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letting nature back in

nature and nurture in suburban spaces

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Flowering trees

The beautiful Cape chestnut: Host to the citrus swallowtail butterfly

An African tree renowned for its beauty is the Cape chestnut, which is a larval host plant of the citrus swallowtail butterfly that featured in last week’s post. We are fortunate to have one of these trees at the bottom of the garden and it is mature enough to flower each summer. Continue reading “The beautiful Cape chestnut: Host to the citrus swallowtail butterfly”

Weekly Photo Find: African Dog Rose

Although I have featured this plant before, I thought its flowers decorative enough for another look. The African Dog Rose has elegantly showy flowers. Continue reading “Weekly Photo Find: African Dog Rose”

Weekly Photo Find: Pink Pompom flower

Another in the series of flower portraits, this is a cluster of flowers of the Dais cotinifolia. Continue reading “Weekly Photo Find: Pink Pompom flower”

Transforming from bud to flower

The buds of the Powderpuff Tree are so tightly clenched that they almost resemble berries. The transformation of the buds unfurling almost one stamen at a time to become flowers is particularly eye-catching. Continue reading “Transforming from bud to flower”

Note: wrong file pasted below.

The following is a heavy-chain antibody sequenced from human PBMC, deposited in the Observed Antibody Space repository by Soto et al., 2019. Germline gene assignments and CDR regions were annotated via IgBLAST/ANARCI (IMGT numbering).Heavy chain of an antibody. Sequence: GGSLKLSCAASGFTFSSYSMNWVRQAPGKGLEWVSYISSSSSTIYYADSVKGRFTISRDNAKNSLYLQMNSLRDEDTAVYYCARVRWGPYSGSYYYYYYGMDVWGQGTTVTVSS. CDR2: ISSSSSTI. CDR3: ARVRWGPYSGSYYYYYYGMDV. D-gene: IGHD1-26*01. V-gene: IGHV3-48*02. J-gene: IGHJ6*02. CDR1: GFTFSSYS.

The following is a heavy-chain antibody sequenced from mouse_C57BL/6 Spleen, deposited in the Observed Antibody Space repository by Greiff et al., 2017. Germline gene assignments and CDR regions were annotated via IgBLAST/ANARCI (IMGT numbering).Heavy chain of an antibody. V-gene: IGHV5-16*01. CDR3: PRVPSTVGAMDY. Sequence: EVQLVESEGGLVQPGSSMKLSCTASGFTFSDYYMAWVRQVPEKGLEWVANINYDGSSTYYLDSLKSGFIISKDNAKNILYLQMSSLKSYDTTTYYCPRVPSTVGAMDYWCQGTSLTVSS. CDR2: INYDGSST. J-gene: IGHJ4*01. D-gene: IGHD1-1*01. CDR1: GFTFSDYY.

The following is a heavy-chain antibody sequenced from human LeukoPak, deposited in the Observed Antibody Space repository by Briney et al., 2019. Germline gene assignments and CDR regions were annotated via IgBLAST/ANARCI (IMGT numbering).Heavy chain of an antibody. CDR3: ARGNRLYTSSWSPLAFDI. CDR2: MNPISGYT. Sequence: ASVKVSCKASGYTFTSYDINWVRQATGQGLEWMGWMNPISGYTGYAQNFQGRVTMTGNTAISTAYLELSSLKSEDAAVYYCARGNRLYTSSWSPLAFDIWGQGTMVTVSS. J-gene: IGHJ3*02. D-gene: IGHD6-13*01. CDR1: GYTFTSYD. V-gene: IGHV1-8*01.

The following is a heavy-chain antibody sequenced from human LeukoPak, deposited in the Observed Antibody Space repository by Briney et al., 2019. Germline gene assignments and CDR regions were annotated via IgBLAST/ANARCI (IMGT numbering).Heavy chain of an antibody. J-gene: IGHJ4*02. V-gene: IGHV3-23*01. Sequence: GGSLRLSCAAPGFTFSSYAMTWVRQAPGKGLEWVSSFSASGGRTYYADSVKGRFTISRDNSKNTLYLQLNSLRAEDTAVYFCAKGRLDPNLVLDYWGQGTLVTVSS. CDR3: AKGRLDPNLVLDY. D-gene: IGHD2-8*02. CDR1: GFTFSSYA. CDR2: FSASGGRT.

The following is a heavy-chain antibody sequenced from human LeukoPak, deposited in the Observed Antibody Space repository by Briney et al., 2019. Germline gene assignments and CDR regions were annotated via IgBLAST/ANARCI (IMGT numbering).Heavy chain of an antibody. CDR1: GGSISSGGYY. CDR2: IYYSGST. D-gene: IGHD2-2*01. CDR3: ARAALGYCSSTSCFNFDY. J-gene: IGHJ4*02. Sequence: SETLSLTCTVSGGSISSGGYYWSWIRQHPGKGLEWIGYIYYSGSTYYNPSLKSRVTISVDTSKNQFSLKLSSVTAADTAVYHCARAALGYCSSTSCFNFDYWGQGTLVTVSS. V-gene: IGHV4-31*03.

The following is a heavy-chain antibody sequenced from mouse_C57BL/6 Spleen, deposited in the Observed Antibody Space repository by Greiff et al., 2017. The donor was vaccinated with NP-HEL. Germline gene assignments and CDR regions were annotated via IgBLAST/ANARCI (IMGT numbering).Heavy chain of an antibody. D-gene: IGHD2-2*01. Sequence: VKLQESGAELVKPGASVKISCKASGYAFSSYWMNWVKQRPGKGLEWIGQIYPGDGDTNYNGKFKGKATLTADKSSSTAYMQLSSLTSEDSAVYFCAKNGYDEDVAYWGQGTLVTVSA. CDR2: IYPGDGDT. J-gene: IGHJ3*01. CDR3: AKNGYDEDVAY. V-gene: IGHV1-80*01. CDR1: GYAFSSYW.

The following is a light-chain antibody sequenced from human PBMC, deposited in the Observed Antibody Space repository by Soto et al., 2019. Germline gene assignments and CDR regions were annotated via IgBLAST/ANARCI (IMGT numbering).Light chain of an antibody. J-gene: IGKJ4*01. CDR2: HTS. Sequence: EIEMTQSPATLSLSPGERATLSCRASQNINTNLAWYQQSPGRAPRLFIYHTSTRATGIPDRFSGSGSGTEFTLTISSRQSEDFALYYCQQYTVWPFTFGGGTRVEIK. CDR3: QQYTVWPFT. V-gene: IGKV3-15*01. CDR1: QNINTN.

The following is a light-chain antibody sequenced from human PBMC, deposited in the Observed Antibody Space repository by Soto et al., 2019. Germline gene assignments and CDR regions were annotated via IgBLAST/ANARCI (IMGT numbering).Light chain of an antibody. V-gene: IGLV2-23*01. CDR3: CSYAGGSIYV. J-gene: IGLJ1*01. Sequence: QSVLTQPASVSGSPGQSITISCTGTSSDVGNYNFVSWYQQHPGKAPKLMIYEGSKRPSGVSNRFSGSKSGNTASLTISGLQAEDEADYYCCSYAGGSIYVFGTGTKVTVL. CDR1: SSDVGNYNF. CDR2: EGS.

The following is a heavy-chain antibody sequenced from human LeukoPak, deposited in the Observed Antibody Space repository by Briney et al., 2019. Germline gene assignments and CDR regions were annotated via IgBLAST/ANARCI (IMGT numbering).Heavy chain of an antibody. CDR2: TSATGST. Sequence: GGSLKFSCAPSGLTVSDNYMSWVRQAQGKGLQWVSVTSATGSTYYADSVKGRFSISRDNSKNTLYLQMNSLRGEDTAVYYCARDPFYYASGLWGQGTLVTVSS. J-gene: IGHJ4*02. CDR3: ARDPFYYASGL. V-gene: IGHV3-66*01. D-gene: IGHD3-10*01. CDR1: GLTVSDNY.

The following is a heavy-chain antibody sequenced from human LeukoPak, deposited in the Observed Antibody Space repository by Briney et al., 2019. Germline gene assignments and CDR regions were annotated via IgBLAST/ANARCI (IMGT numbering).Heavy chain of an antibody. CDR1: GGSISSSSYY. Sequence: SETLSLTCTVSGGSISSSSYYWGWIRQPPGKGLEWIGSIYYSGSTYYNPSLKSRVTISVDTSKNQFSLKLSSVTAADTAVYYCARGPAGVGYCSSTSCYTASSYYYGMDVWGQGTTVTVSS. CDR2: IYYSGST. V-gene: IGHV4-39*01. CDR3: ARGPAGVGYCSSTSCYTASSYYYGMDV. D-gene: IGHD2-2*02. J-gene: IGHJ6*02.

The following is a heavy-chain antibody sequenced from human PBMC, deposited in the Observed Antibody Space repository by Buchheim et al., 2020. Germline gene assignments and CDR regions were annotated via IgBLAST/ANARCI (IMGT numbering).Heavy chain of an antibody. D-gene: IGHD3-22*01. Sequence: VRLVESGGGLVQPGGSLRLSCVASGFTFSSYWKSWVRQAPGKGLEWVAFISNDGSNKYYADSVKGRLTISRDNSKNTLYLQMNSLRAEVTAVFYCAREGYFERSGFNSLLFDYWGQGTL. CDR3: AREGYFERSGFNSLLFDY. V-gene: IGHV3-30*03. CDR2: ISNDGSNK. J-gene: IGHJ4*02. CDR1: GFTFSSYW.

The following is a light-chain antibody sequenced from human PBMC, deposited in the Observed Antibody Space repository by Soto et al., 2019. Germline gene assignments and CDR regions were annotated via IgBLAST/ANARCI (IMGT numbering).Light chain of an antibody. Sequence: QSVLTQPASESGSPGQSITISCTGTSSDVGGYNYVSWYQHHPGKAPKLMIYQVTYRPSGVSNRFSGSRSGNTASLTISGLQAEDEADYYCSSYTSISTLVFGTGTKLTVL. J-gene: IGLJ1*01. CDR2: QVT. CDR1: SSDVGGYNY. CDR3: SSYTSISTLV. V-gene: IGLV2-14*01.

From mountains to gardens: Scarlet flowers that brighten winter drabness

I have always regarded this plant as a mountain dweller, as I first fell in love with it in the Drakensberg mountains in KwaZulu-Natal.  Continue reading “From mountains to gardens: Scarlet flowers that brighten winter drabness”

Transitions we rely on

Change is often associated with something unwelcome or even threatening, but the change of seasons that cycle through time is an ongoing process that we and the natural world rely on. Continue reading “Transitions we rely on”

A fuchsia to depend on: A feast for the eyes and the birds

Known as the Tree fuchsia, because of the shape and colour of its flowers, this plant is adaptable, and can be a multi-stemmed shrub or a huge evergreen tree, depending on its growing conditions. Continue reading “A fuchsia to depend on: A feast for the eyes and the birds”

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